Jay

    UoW FSAE '07-'09

  6. #6
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    Apoorv,

    You should be looking at a number of points when you are ready to. Once it is in the computer you can see every part you want. A good way is to model in some extension bars to the sides of the chassis that in no way contribute to the stiffness. Have them all extend to the same plane. These are along the car at different points. Once you have that you can assess the linearity of the twist. You shouldn't be looking at a single number, rather a graph of twist vs position along the chassis.

    There are a number of really crappy chassis structures being made in FSAE, some by a few very good teams. One of the most common mistakes is to have rapid transitions between very stiff sections and very flexible areas of the chassis. Some of these teams are shocked that they have cracking problems. Even more disappointing when it is attributed to welding quality rather than design flaws.

    However, just for arguments sake lets return to the higher level thinking. What are you looking for in a chassis? What number is okay? Is the chassis the biggest area contributing to twist deflection corner to corner that you are going to see?

    Frankly once you have a decent approach to the chassis design it is almost a waste of resources to analyse the chassis in this way at all. If the chassis is sorted you will see much more compliance in other components, and your time might be better spent doing those tests. FEA is a verification tool, and wont help you much in idea generation. My advice to any FSAE team is to quickly get to the point where physical testing is your main form of validation. Plastic straws and glue is as much a simulation of the chassis structure as FEA, and validation is quick.

    Design wise there is only one real area you need to work on for a spaceframe chassis in FSAE at the moment. That is the driver cell. The front is easy, the rear has to dodge a lot, but the only real calls you have to make are:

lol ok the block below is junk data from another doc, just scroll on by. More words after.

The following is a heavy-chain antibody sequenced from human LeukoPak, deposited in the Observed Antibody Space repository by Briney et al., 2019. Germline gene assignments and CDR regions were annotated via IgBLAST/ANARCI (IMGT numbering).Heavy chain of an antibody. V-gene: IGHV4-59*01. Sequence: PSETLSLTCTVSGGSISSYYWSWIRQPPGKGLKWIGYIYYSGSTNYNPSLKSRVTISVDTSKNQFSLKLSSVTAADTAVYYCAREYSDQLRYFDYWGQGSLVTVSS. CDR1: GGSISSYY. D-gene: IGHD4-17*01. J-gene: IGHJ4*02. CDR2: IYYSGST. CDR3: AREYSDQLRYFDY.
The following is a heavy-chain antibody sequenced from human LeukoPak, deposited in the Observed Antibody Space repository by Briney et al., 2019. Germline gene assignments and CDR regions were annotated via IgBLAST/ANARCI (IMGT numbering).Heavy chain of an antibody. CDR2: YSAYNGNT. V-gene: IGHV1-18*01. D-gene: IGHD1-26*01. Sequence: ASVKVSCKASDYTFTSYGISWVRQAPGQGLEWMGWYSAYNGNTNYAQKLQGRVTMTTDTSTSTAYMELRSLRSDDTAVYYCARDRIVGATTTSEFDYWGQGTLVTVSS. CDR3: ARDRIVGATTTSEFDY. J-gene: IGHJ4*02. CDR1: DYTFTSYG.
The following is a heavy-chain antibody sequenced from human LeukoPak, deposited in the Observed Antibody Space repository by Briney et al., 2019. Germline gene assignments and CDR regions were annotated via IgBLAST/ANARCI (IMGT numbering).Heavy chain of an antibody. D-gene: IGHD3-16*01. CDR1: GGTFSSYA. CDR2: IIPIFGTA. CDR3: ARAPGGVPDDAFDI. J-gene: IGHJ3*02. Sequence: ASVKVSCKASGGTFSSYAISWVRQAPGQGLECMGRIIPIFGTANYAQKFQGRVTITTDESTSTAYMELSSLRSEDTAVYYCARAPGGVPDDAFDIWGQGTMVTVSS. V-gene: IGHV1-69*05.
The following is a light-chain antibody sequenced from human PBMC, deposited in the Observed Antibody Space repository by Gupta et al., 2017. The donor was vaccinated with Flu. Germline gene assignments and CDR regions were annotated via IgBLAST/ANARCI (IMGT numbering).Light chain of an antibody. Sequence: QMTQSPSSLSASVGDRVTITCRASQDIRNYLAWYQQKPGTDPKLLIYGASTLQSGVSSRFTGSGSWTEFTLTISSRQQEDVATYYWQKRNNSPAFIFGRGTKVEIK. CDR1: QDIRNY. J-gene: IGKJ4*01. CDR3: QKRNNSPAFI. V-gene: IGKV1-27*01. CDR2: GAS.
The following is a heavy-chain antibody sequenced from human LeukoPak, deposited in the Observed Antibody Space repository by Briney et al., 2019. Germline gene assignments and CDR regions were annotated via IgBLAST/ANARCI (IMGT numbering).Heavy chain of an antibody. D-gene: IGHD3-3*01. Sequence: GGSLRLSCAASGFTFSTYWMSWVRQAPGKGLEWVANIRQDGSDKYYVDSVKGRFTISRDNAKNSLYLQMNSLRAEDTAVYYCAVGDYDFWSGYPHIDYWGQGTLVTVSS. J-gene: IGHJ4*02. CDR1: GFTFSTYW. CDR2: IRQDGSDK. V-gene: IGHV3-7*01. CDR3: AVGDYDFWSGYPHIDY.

- High or low upper side member
    - Integrated or no side frame sections

    Side frames and high sides end up with much better stiffness, but more weight. So what do you want? Lower weight and more deflection, or higher weight and stiffer structure? Decent arguments exist for both cases and will have a bearing on your approach to vehicle dynamics.

    Kev

  7. #7
    @kev Well i guess then we should consider actual physical testing methods and concentrate on better geometry.I tried to put 2 triangulated members, one in front bulkhead and one at the base. This significantly improved the stiffness in ANSYS model.
    I think then FEA is good just for checking your deflection in geometry and have an indicated value. Also I Will soon start to design a new chassis and consider your advice to have some target values and then put some good triangulation as well. As u pointed out side pods. we already decided to remove them next year n place our batteries somewhere else.
    Thanks
    Last edited by apoorv; 05-08-2015 at 10:30 AM.

  8. #8
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    Apoorv,

    You don't necessarily need to remove them. Rather if they are there think of how you might design them to help with torsional rigidity.

    From your comment about electrics I am assuming an EV car. If so your chassis can be awesome. Most of the problems of rear end packaging for the petrol cars is pretty easy to solve with an EV. That will only leave the driver cell compromised.

    Kev

  9. #9
    Kevin,

    You are right our vehicle is an EV.

    We decided to remove them as to reduce the weight in the chassis and drag induced by them. If we remove them and and put batteries in rear significant weight can be reduced.